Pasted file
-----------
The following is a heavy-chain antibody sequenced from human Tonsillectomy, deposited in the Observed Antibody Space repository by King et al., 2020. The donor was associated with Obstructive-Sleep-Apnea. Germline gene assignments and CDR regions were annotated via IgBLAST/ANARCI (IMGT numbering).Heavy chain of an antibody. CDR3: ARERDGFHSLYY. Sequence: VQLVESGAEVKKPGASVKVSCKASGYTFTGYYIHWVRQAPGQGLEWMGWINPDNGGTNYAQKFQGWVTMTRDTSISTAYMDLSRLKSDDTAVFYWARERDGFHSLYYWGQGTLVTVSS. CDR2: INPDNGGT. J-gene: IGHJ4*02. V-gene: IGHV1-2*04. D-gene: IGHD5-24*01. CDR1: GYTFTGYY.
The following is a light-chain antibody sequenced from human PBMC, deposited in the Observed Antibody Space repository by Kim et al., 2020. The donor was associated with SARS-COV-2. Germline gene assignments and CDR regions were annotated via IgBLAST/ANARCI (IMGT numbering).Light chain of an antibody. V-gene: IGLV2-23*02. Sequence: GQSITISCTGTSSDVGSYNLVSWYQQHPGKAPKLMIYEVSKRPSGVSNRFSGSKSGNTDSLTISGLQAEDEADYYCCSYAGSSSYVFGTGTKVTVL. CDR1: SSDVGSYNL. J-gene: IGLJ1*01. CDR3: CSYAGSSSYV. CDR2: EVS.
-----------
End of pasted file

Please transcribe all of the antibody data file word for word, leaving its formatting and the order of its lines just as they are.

The following is a heavy-chain antibody sequenced from human Tonsillectomy, deposited in the Observed Antibody Space repository by King et al., 2020. The donor was associated with Obstructive-Sleep-Apnea. Germline gene assignments and CDR regions were annotated via IgBLAST/ANARCI (IMGT numbering).Heavy chain of an antibody. CDR3: ARERDGFHSLYY. Sequence: VQLVESGAEVKKPGASVKVSCKASGYTFTGYYIHWVRQAPGQGLEWMGWINPDNGGTNYAQKFQGWVTMTRDTSISTAYMDLSRLKSDDTAVFYWARERDGFHSLYYWGQGTLVTVSS. CDR2: INPDNGGT. J-gene: IGHJ4*02. V-gene: IGHV1-2*04. D-gene: IGHD5-24*01. CDR1: GYTFTGYY.
The following is a light-chain antibody sequenced from human PBMC, deposited in the Observed Antibody Space repository by Kim et al., 2020. The donor was associated with SARS-COV-2. Germline gene assignments and CDR regions were annotated via IgBLAST/ANARCI (IMGT numbering).Light chain of an antibody. V-gene: IGLV2-23*02. Sequence: GQSITISCTGTSSDVGSYNLVSWYQQHPGKAPKLMIYEVSKRPSGVSNRFSGSKSGNTDSLTISGLQAEDEADYYCCSYAGSSSYVFGTGTKVTVL. CDR1: SSDVGSYNL. J-gene: IGLJ1*01. CDR3: CSYAGSSSYV. CDR2: EVS.